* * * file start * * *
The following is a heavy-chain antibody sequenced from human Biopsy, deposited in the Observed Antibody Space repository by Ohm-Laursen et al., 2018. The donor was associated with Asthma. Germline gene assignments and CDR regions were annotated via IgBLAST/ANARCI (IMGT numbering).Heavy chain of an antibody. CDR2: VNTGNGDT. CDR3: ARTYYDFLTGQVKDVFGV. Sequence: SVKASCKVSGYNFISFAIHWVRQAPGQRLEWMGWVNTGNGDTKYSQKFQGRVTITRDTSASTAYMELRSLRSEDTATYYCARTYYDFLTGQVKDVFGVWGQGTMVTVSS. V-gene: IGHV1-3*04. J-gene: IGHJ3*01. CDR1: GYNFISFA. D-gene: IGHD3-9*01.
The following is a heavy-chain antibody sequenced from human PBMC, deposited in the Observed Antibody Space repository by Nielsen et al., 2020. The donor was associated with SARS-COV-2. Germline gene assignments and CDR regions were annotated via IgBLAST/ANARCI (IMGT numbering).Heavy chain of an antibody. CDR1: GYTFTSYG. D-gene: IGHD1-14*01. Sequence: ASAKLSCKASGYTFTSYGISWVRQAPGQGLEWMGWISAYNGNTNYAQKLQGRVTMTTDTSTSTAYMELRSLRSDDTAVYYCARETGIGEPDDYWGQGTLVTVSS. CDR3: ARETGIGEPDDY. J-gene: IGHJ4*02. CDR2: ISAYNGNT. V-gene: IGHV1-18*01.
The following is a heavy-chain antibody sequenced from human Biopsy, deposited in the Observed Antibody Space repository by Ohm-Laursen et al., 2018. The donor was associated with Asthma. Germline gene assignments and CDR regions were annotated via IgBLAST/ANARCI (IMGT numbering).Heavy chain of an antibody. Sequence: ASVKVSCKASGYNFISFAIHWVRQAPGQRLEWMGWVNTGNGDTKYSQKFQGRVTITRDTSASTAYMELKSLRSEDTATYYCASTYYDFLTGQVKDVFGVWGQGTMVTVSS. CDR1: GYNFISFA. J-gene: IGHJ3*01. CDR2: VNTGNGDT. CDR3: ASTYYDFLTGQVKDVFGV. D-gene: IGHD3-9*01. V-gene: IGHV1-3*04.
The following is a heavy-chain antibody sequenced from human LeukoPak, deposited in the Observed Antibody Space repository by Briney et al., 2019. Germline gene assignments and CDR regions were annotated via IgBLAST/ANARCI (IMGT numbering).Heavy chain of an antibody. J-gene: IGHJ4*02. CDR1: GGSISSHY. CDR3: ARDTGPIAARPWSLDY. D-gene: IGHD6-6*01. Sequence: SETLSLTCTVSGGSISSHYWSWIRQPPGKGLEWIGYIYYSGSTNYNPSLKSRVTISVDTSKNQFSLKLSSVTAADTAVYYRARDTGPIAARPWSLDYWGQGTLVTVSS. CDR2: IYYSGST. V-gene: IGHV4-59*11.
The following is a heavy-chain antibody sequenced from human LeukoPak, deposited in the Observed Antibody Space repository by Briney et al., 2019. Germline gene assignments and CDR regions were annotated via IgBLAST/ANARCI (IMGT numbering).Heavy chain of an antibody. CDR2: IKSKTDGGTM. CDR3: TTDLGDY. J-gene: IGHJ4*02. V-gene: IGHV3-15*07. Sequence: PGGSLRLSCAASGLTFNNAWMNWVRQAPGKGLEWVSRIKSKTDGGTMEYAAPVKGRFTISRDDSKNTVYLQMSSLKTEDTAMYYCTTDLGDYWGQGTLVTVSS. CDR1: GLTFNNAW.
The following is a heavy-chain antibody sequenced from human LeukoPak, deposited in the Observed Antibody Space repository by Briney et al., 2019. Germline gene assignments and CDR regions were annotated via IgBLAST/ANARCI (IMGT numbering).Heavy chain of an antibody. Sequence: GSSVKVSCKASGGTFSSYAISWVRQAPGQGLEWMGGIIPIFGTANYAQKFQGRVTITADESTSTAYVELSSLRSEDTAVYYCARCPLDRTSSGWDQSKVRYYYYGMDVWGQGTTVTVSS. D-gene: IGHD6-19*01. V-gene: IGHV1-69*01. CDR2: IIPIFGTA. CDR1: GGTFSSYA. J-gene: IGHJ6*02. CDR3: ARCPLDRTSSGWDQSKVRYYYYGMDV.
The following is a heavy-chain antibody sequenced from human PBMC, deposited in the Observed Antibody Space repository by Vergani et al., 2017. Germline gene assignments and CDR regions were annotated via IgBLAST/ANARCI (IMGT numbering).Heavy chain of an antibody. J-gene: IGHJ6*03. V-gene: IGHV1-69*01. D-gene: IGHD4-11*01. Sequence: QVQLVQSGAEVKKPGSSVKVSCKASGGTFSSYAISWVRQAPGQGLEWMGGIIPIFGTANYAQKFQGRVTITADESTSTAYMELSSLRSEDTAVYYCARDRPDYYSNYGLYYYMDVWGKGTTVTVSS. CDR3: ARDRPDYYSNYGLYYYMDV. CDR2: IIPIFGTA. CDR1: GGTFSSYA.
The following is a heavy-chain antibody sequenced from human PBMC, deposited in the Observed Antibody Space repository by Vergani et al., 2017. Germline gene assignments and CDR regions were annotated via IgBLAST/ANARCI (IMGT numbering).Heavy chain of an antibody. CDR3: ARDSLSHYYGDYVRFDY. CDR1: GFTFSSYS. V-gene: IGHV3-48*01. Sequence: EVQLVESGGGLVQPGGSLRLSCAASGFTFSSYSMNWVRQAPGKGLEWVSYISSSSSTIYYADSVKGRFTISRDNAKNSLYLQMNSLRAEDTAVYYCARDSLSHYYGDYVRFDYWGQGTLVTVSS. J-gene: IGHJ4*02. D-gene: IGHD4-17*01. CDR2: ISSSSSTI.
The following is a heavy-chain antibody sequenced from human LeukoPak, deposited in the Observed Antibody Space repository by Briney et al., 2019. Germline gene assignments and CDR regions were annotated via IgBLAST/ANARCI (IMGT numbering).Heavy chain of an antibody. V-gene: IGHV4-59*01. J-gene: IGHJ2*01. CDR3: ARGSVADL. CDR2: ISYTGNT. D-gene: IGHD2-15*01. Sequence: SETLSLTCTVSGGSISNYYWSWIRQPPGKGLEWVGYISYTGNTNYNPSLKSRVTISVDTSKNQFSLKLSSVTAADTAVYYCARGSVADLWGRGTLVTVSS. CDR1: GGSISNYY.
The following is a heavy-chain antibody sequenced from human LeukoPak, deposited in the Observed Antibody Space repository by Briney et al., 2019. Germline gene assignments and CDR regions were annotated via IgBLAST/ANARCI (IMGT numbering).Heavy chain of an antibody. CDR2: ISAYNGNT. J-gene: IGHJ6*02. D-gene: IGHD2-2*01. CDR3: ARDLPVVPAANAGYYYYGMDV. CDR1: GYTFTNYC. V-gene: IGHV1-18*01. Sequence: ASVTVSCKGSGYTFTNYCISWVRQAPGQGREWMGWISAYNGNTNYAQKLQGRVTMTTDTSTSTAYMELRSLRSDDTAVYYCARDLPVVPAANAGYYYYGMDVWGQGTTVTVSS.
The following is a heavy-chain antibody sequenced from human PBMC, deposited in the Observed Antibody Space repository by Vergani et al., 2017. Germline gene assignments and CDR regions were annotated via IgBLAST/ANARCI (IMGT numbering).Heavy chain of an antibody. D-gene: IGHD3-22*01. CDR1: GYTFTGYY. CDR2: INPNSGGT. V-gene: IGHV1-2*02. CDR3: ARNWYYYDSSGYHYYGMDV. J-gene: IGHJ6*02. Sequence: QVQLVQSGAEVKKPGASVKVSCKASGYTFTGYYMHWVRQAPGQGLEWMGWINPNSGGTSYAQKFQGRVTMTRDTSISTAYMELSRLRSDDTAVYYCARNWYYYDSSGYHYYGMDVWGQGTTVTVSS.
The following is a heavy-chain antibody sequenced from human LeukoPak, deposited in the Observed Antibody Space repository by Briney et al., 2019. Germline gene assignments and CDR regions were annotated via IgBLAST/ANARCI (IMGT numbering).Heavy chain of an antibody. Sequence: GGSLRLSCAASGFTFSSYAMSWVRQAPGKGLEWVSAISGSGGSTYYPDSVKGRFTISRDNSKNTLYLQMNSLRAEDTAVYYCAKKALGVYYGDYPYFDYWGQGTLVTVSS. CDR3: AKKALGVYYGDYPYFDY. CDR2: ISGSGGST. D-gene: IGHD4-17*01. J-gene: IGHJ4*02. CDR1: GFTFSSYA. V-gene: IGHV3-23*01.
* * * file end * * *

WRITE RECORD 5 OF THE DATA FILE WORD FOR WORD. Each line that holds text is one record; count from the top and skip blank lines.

The following is a heavy-chain antibody sequenced from human LeukoPak, deposited in the Observed Antibody Space repository by Briney et al., 2019. Germline gene assignments and CDR regions were annotated via IgBLAST/ANARCI (IMGT numbering).Heavy chain of an antibody. CDR2: IKSKTDGGTM. CDR3: TTDLGDY. J-gene: IGHJ4*02. V-gene: IGHV3-15*07. Sequence: PGGSLRLSCAASGLTFNNAWMNWVRQAPGKGLEWVSRIKSKTDGGTMEYAAPVKGRFTISRDDSKNTVYLQMSSLKTEDTAMYYCTTDLGDYWGQGTLVTVSS. CDR1: GLTFNNAW.